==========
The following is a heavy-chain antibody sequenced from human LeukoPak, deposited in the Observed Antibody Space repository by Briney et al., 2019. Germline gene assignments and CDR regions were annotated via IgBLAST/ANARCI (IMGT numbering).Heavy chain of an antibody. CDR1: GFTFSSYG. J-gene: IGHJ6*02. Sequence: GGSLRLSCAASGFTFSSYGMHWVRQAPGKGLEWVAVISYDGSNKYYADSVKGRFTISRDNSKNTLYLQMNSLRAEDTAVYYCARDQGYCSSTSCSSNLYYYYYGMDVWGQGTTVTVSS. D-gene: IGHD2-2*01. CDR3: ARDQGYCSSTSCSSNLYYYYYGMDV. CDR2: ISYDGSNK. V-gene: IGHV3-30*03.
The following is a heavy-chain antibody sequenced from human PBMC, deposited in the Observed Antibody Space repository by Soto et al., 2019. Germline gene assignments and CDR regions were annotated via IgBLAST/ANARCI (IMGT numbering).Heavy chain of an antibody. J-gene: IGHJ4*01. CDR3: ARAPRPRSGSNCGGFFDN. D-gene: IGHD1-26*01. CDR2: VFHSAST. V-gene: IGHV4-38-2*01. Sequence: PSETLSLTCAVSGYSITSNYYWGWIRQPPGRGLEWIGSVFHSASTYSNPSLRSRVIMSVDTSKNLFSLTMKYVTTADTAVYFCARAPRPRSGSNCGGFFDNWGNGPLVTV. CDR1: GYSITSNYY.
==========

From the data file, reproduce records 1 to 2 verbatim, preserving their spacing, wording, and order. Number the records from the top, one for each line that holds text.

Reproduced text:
The following is a heavy-chain antibody sequenced from human LeukoPak, deposited in the Observed Antibody Space repository by Briney et al., 2019. Germline gene assignments and CDR regions were annotated via IgBLAST/ANARCI (IMGT numbering).Heavy chain of an antibody. CDR1: GFTFSSYG. J-gene: IGHJ6*02. Sequence: GGSLRLSCAASGFTFSSYGMHWVRQAPGKGLEWVAVISYDGSNKYYADSVKGRFTISRDNSKNTLYLQMNSLRAEDTAVYYCARDQGYCSSTSCSSNLYYYYYGMDVWGQGTTVTVSS. D-gene: IGHD2-2*01. CDR3: ARDQGYCSSTSCSSNLYYYYYGMDV. CDR2: ISYDGSNK. V-gene: IGHV3-30*03.
The following is a heavy-chain antibody sequenced from human PBMC, deposited in the Observed Antibody Space repository by Soto et al., 2019. Germline gene assignments and CDR regions were annotated via IgBLAST/ANARCI (IMGT numbering).Heavy chain of an antibody. J-gene: IGHJ4*01. CDR3: ARAPRPRSGSNCGGFFDN. D-gene: IGHD1-26*01. CDR2: VFHSAST. V-gene: IGHV4-38-2*01. Sequence: PSETLSLTCAVSGYSITSNYYWGWIRQPPGRGLEWIGSVFHSASTYSNPSLRSRVIMSVDTSKNLFSLTMKYVTTADTAVYFCARAPRPRSGSNCGGFFDNWGNGPLVTV. CDR1: GYSITSNYY.